• Be cautious when complimenting or thanking a blogger that you have never interacted with before. I do this frequently, and I think it's a good thing to do...but make sure to be highly specific in your praises and thanks so that the person can be sure that you actually read, understood, and appreciated the post.

For more information, Wikipedia has some good info on their page spam in blogs.

Have you encountered comment spam, on your tea blog, or elsewhere? Do you have any further advice? Any thoughts? Anyone have a somewhat different view of blog comment spam?


  1. Awesome post. Love it. Couldn't have said it better myself.
    PS I also have a little online shop where I sell used auto parts at: xxxx
    Ha - Joking aside, this is useful info. I do see quite a few people replying back to spam comments, and I want to cry out; don't waste your time. It's just rubbish. Most of the spam stuff I see falls into the "great article, thanks" category.
    I haven't given "anchor text" much thought until now - the spammers I come across use something really silly, or a made up first/last name.
    Personally, I don't mind blog links, if their comment is relevant, and not just one line. Most people try to promote their own blog, that's natural. Sometimes if a comment was really interesting, I probably want to take a look at their website to see what they're about. I like it when bloggers interact by commenting on each other's sites, it adds value to the conversation. To my mind, that's the whole point of blogging, to share thoughts with other people.
    The only thing I really don't like is if the comment itself is useless, and nothing but self promotion.
    Now I wonder, will this post here pass "the test?"

  2. To make a point, Jackie, the blogger spam filter just detected your comment as "spam". Glad I was watching!

    I also don't mind links...and in fact, I prefer it when people actually include live links (a href etc) in the text of their comment, whenever they are linking to a relevant page. If the page is really relevant to me or my readers, it's going to take extra time if we have to paste it manually or do our own search to find the when the link is relevant, actually including live links is doing a service.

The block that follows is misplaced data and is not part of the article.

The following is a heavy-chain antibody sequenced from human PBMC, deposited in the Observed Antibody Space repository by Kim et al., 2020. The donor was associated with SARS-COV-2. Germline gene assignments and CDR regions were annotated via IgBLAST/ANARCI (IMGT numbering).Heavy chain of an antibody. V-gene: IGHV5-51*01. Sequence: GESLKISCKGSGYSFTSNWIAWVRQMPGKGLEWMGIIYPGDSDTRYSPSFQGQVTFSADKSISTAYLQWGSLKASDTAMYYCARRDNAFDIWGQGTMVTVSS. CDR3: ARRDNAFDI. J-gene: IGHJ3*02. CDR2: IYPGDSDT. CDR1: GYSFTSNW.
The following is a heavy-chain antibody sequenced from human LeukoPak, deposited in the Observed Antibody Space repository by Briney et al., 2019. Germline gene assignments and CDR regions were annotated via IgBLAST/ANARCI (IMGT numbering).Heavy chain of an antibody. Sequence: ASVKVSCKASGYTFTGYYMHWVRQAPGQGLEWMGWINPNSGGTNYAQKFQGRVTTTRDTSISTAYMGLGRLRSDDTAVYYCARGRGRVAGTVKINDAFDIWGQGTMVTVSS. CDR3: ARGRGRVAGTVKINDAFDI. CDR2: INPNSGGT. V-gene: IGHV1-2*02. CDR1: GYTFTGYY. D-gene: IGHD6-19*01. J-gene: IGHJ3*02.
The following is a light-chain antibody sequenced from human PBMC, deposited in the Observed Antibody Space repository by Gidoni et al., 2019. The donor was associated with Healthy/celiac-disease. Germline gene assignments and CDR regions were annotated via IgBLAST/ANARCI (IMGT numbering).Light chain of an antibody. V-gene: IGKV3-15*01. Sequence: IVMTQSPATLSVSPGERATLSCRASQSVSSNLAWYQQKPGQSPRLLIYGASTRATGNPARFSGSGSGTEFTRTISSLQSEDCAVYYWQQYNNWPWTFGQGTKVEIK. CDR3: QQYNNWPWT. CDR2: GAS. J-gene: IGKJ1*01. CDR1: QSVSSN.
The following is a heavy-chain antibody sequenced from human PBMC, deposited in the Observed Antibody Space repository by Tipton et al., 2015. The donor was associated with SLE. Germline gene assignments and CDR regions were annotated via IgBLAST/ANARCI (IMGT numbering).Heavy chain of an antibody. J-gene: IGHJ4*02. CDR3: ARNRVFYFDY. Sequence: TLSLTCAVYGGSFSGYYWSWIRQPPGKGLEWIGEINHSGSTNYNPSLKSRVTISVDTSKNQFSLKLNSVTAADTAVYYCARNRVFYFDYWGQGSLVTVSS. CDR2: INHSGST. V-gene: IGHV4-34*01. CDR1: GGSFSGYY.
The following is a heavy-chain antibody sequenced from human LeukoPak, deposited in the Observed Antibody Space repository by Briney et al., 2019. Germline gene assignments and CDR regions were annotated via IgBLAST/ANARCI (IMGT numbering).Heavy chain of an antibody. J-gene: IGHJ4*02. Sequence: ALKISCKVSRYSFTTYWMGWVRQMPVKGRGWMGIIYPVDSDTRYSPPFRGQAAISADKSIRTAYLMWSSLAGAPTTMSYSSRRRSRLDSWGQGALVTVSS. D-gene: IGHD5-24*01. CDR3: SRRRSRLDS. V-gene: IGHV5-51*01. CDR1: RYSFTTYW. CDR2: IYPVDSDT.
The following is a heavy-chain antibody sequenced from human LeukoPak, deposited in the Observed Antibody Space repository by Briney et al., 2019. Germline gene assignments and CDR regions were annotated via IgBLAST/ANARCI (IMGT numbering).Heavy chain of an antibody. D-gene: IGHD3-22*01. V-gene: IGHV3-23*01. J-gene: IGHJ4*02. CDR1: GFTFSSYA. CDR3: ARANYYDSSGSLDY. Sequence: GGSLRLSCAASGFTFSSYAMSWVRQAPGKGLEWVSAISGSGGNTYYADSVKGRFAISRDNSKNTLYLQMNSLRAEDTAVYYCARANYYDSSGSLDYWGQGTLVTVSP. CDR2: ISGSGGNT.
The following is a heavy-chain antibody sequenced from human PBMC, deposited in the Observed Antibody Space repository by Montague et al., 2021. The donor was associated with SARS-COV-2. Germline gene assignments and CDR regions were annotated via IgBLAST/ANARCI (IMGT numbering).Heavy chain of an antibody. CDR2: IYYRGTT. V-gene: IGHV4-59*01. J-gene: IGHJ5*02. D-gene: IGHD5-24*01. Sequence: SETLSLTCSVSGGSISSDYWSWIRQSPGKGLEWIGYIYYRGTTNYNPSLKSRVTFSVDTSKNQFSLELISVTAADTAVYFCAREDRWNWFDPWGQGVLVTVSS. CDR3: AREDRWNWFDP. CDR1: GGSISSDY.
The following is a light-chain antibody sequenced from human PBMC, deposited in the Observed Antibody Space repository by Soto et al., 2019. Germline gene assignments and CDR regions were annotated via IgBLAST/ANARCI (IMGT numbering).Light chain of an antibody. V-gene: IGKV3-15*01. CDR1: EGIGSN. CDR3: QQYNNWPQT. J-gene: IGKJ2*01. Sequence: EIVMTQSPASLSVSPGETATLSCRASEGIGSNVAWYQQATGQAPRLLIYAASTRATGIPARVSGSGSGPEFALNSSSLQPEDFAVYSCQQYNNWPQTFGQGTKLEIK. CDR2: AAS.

And I do also like the way the names link back to the bloggers sites...there is a reason blogs are designed that way, it really fuels the conversation and it also helps to clarify where a person's comments is coming from: you can see their whole blog to see what they're all about.

  3. Ha ha, I knew that would happen to my post - it contained all those keywords, that spam filters look for. That's why I tweeted you that I had replied. We'll see how this comment fares.
    By the way, I don't use moderation myself, partly because it can deter serious responders.
    It's a bit of a let down when someone eagerly comments, and is then left hanging. And hanging until their comment finally passes. It takes the whole spontaneity/excitement out of posting. I don't mean you, you were quick. But I've certainly seen it happen elsewhere.

    Instead I just go in and check the comments frequently. Of course I use spam filtering, but someone always gets through either way. When that's the case I just delete. Have you had bad experiences with un-modearated replies?

    Now I wonder, will or won't this reply pass? Does the system recognize me now? Or did I move swiftly into that dreaded exile? Again, it contains a lot of those keywords, since this is what this whole topic is about :)

  4. I don't have much to add, but everyone check out my website!

  5. Haha...I know Sylvia! =) And I love her comic, so it's all good...and I'd recommend for others to check it out if they're interested in amusing webcomics.

    Also...that's not a typical spam comment because I think a spammer would rarely admit that they "don't have much to add"! =)

    About the unmoderated replies, I reply quick enough on the moderation that I can't imagine it would deter many serious responders. And I do get a lot of spam comments, on all my blogs. I think it looks really unprofessional to have a spam comment, and for those cases where I don't check for a few days or a week, I really would rather the legit comments sit in limbo first, than have a single spam comment be displayed on my blog.

  6. Really informative post. I do moderate the comments on my blog and have been really seeing an increase in the spam comments coming thru.

  7. I have a feeling that wordpress deals with spam better than blogspot. Is it true or more of an issue of filter settings?

  8. Gingko, I have noticed that too. seems to be the leader in cutting down on spam. Wordpress uses Akismet to curb comment spam, and I'm not sure what they do to detect or shut down spam blogs but I think they have a staff that responds quickly and manually checks them.

    Google seems outright negligent on Blogger, compared to wordpress...they do shut down spam blogs but it often takes days rather than hours. And I'd expect their comment spam filter to be better than it is. I wonder if this is because spam is something that really requires some human input...and google is all about not having their staff get involved. But it could be that google has just not focused on blogger as a product. Google did not invent blogger, it bought it, in 2003, which may have something to do with it.